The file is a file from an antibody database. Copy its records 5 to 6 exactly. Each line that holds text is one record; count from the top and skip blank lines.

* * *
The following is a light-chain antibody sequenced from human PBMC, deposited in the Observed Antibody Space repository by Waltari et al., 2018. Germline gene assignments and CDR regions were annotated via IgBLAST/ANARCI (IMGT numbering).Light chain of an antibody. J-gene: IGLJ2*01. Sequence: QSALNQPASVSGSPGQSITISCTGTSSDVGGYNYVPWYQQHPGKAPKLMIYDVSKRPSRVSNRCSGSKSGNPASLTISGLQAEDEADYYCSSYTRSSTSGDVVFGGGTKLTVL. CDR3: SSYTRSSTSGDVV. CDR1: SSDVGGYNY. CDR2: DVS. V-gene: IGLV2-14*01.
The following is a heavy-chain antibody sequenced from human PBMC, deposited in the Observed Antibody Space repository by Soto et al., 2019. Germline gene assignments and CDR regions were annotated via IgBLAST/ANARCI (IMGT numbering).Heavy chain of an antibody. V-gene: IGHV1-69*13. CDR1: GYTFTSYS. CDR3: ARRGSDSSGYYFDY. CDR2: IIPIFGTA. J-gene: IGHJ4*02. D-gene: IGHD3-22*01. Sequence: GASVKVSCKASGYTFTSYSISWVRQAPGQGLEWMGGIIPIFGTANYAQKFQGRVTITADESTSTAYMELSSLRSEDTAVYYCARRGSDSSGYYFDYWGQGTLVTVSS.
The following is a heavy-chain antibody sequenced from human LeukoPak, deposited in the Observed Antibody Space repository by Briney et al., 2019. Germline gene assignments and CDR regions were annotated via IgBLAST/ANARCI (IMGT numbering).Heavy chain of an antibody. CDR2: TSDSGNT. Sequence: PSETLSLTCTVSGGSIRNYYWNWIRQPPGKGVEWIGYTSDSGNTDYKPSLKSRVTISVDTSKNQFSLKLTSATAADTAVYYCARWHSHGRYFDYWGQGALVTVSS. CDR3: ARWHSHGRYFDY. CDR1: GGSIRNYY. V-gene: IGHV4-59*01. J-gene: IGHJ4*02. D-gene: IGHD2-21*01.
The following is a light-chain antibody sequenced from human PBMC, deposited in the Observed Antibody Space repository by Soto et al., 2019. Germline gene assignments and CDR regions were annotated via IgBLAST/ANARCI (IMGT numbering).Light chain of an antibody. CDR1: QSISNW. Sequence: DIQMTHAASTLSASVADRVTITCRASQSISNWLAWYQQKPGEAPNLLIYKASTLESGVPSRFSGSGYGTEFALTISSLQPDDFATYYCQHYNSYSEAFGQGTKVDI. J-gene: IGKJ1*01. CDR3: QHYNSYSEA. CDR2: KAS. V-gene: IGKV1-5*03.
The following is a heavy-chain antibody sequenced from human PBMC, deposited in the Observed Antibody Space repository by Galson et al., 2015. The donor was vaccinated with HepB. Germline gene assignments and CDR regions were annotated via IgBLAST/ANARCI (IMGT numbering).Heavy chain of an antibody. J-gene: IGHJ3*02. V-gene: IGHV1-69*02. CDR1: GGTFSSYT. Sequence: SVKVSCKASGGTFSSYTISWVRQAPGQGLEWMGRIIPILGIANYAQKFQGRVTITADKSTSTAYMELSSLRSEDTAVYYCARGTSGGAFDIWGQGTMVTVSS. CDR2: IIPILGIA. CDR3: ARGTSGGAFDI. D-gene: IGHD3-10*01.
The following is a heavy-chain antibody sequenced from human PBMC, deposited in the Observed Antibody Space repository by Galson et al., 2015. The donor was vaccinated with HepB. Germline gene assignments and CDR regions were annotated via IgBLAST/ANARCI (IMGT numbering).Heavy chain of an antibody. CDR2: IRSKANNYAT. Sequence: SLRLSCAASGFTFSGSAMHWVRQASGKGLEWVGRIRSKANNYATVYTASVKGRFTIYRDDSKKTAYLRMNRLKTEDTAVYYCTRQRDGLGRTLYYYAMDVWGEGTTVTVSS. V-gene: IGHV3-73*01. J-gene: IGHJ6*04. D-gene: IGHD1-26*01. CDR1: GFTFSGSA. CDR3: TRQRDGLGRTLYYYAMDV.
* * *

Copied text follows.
The following is a heavy-chain antibody sequenced from human PBMC, deposited in the Observed Antibody Space repository by Galson et al., 2015. The donor was vaccinated with HepB. Germline gene assignments and CDR regions were annotated via IgBLAST/ANARCI (IMGT numbering).Heavy chain of an antibody. J-gene: IGHJ3*02. V-gene: IGHV1-69*02. CDR1: GGTFSSYT. Sequence: SVKVSCKASGGTFSSYTISWVRQAPGQGLEWMGRIIPILGIANYAQKFQGRVTITADKSTSTAYMELSSLRSEDTAVYYCARGTSGGAFDIWGQGTMVTVSS. CDR2: IIPILGIA. CDR3: ARGTSGGAFDI. D-gene: IGHD3-10*01.
The following is a heavy-chain antibody sequenced from human PBMC, deposited in the Observed Antibody Space repository by Galson et al., 2015. The donor was vaccinated with HepB. Germline gene assignments and CDR regions were annotated via IgBLAST/ANARCI (IMGT numbering).Heavy chain of an antibody. CDR2: IRSKANNYAT. Sequence: SLRLSCAASGFTFSGSAMHWVRQASGKGLEWVGRIRSKANNYATVYTASVKGRFTIYRDDSKKTAYLRMNRLKTEDTAVYYCTRQRDGLGRTLYYYAMDVWGEGTTVTVSS. V-gene: IGHV3-73*01. J-gene: IGHJ6*04. D-gene: IGHD1-26*01. CDR1: GFTFSGSA. CDR3: TRQRDGLGRTLYYYAMDV.